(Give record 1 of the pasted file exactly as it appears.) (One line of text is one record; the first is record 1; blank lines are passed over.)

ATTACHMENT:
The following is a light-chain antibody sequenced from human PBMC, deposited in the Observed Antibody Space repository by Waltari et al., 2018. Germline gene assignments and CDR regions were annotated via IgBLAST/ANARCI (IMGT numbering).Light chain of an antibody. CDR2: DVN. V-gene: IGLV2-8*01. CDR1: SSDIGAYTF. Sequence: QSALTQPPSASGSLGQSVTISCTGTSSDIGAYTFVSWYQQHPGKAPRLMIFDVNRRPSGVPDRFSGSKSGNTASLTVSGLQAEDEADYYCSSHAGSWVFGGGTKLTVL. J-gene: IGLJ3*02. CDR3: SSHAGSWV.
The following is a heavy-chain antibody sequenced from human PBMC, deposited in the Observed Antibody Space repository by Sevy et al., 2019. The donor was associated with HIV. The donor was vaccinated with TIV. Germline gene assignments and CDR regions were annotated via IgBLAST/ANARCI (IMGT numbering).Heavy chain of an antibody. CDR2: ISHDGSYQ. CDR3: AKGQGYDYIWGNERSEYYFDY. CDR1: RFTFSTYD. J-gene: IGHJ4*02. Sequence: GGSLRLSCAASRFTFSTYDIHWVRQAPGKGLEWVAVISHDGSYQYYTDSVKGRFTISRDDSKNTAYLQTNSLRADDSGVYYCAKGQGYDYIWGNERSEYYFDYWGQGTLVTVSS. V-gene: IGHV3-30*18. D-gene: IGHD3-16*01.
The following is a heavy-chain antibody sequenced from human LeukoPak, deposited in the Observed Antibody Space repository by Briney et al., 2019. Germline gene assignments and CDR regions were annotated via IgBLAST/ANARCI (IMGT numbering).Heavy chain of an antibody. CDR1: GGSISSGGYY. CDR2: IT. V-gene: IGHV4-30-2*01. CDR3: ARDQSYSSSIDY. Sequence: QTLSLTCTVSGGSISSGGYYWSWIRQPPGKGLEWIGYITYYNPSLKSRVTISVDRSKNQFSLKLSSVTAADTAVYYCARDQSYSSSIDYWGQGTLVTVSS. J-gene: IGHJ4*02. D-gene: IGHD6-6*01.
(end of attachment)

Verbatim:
The following is a light-chain antibody sequenced from human PBMC, deposited in the Observed Antibody Space repository by Waltari et al., 2018. Germline gene assignments and CDR regions were annotated via IgBLAST/ANARCI (IMGT numbering).Light chain of an antibody. CDR2: DVN. V-gene: IGLV2-8*01. CDR1: SSDIGAYTF. Sequence: QSALTQPPSASGSLGQSVTISCTGTSSDIGAYTFVSWYQQHPGKAPRLMIFDVNRRPSGVPDRFSGSKSGNTASLTVSGLQAEDEADYYCSSHAGSWVFGGGTKLTVL. J-gene: IGLJ3*02. CDR3: SSHAGSWV.